Since I had gone on an index fund purchasing spree, many of my other funds overlap each other as well. For example, the US 500 is already covered by the Vanguard fund, except that the vanguard fund screens out some of the companies for ethical reasons.

The Smartshares NZX-50 Index fund can be swapped for the AMP capital NZ shares fund. The first having a fee of 0.5% and the second having a fee of 0.33, with the only difference being that the AMP fund tracks the NZ-50 index closely, whereas the Smartshares NZX-50 fund has a maximum weighted cap of 5% for individual companies making up the fund.

Diversification

On top of that, I’m adding an Australasian property fund to add some diversity to my overall portfolio. Giving me some exposure to property, rather than entirely shares.

I am already somewhat diversified into property because I have a home already (well the bank owns a large percentage of it, but I am working on that). But to me, there are still reasons to buy into a property fund.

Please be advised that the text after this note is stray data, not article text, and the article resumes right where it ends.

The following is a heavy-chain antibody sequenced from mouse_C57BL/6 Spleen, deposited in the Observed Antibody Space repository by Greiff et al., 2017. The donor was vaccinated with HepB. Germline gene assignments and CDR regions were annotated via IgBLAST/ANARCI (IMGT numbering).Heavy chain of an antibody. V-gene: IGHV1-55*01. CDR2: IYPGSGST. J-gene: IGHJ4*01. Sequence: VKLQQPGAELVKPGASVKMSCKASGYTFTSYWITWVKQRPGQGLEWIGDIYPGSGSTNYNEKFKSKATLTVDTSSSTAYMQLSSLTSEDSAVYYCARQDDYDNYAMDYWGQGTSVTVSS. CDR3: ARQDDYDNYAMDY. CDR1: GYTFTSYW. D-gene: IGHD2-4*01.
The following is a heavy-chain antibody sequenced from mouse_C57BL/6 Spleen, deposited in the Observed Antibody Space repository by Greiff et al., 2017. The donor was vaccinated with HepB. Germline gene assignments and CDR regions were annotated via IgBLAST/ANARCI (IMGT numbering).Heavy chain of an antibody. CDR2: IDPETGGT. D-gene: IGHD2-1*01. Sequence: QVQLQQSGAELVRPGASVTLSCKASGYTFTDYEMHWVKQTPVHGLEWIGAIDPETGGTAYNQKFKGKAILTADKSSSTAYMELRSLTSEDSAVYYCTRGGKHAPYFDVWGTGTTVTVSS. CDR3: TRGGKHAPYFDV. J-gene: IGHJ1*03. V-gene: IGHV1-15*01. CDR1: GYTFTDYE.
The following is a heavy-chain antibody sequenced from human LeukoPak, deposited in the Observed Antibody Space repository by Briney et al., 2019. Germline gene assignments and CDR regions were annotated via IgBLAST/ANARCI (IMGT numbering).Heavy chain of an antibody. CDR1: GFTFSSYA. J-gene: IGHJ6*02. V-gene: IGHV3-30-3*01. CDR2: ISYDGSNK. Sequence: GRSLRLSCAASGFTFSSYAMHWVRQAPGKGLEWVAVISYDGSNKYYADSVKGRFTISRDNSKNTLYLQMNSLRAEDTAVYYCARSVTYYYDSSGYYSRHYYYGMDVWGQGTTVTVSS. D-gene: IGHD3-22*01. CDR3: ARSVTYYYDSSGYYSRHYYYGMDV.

1. My house doesn’t earn anything unless I sell it. And even then I would still need a house, so if I purchase a similar house in the same market it will probably cost me a similar amount. So the property market doesn’t really affect my bank account, sure my property value on paper may have increased, but unless I was moving to another market then it doesn’t mean anything.
  2. A property fund lets me actually tap into national shifts in rental and house prices without needing to become a landlord or flip multiple properties.